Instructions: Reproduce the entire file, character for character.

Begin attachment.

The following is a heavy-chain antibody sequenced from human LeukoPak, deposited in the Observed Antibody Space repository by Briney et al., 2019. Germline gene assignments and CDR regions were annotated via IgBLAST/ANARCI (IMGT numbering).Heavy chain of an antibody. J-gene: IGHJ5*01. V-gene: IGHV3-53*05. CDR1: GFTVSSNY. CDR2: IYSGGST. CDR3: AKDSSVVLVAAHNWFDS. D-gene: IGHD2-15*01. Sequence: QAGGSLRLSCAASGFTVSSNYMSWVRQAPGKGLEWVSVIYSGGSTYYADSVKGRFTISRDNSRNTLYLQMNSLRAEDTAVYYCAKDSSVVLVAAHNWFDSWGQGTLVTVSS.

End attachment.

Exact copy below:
The following is a heavy-chain antibody sequenced from human LeukoPak, deposited in the Observed Antibody Space repository by Briney et al., 2019. Germline gene assignments and CDR regions were annotated via IgBLAST/ANARCI (IMGT numbering).Heavy chain of an antibody. J-gene: IGHJ5*01. V-gene: IGHV3-53*05. CDR1: GFTVSSNY. CDR2: IYSGGST. CDR3: AKDSSVVLVAAHNWFDS. D-gene: IGHD2-15*01. Sequence: QAGGSLRLSCAASGFTVSSNYMSWVRQAPGKGLEWVSVIYSGGSTYYADSVKGRFTISRDNSRNTLYLQMNSLRAEDTAVYYCAKDSSVVLVAAHNWFDSWGQGTLVTVSS.